*to Hanlon's razor: Never attribute to malice that which is adequately explained by stupidity.

Friday, 29 June 2012

Mannered ≠ Polite: Fuck-off Japan redux

More posters!

I've told Japan to fuck-off before, complained about selfishness and passive-aggression on the trains, and pointed out my low opinion of keigo.  I'll try not to rehash that, but tell you a story, and draw my generalizations from it, and years of living here.

I'm one station from home and an older couple get on my car.  He's not less than eighty, bent over and looks in some pain, nothing holding him up but his walker and the arm of his seventy-odd year-old wife.  Guess how many Japanese get up.  Go ahead.  Guess how many Japanese look away.  You got it: none and all.  I get up, for which I deserve little credit: as I've run a half-marathon a few months ago, am half the age of that gentleman, and actually do it more for the sake of 'Gaijin bash'.  As usual the Gaijin upstaging gets a few people to do the right thing.  Someone gave the wife a seat.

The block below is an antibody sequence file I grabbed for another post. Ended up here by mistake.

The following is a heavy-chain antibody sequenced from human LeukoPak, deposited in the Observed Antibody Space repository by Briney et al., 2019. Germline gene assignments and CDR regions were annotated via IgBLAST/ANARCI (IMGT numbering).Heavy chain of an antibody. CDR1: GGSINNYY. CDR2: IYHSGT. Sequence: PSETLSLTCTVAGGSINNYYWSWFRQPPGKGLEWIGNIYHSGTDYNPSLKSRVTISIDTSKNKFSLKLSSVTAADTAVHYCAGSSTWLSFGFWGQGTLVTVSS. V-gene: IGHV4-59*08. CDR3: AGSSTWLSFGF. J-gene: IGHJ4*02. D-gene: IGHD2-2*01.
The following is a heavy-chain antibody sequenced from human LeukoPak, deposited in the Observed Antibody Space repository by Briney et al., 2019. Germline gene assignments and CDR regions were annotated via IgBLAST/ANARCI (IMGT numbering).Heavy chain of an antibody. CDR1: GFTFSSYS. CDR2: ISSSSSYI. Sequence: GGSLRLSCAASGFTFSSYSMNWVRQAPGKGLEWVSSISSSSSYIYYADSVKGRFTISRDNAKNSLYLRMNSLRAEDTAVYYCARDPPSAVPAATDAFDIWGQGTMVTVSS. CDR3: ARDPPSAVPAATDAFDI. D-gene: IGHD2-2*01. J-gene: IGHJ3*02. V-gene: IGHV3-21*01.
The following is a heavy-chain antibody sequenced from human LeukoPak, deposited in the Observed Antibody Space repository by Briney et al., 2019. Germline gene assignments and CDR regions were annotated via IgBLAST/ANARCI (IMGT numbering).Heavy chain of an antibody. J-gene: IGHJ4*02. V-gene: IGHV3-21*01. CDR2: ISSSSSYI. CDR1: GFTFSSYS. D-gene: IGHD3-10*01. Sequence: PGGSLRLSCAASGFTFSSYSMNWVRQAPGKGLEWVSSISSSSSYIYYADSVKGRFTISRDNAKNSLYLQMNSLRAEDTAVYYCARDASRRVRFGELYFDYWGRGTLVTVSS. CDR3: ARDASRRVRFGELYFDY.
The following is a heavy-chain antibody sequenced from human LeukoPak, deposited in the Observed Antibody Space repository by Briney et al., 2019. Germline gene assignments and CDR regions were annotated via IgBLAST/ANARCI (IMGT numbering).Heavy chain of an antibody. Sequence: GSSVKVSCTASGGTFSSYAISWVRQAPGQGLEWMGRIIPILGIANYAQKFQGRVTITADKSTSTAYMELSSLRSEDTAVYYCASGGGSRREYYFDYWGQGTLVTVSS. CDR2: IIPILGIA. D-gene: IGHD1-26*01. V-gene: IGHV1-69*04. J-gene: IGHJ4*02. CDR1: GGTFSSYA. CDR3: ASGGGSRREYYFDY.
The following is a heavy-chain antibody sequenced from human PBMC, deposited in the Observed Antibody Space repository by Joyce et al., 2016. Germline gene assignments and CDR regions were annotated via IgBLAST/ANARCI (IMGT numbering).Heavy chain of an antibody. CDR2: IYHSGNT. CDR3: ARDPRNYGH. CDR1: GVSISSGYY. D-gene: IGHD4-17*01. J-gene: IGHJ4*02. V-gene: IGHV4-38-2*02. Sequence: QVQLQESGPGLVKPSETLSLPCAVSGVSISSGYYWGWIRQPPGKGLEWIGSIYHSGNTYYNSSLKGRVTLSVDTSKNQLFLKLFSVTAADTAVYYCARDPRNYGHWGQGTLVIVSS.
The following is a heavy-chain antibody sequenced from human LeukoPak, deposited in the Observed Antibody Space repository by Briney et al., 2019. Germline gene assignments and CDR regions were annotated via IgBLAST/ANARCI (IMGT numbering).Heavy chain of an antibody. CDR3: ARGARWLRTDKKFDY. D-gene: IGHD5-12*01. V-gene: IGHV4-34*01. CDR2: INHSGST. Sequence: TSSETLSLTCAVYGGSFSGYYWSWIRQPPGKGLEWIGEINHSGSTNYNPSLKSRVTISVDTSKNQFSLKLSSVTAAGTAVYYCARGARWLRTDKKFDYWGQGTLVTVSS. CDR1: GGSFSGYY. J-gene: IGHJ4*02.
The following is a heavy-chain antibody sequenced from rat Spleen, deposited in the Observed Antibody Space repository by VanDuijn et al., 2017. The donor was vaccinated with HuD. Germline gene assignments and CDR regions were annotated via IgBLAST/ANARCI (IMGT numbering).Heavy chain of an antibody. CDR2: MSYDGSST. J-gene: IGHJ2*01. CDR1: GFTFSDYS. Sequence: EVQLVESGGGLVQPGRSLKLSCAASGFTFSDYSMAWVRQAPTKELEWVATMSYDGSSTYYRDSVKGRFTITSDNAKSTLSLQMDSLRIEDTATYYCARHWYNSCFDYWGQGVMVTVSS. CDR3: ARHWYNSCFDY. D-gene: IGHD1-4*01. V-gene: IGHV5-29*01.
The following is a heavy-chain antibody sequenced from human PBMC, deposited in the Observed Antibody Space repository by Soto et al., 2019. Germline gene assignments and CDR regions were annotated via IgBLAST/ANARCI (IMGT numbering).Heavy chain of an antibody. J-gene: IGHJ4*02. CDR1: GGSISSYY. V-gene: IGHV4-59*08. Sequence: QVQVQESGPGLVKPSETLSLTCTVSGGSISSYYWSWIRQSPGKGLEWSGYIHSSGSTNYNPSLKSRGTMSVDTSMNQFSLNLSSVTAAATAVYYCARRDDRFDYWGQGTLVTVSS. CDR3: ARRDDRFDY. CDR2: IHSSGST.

It's not as if everyone in my Toronto gets up when they should, doesn't smash through smaller women in order to get on a train, and the like; however, you can depend on someone doing the right thing.  Sure, in both Tokyo and Toronto a lot of people are dicks.  On the other hand, if in Toronto just one in five people would have given that man a seat, and in Tokyo that is just one in twenty (and fewer if Gaijin are absent...), that is a difference of 400%.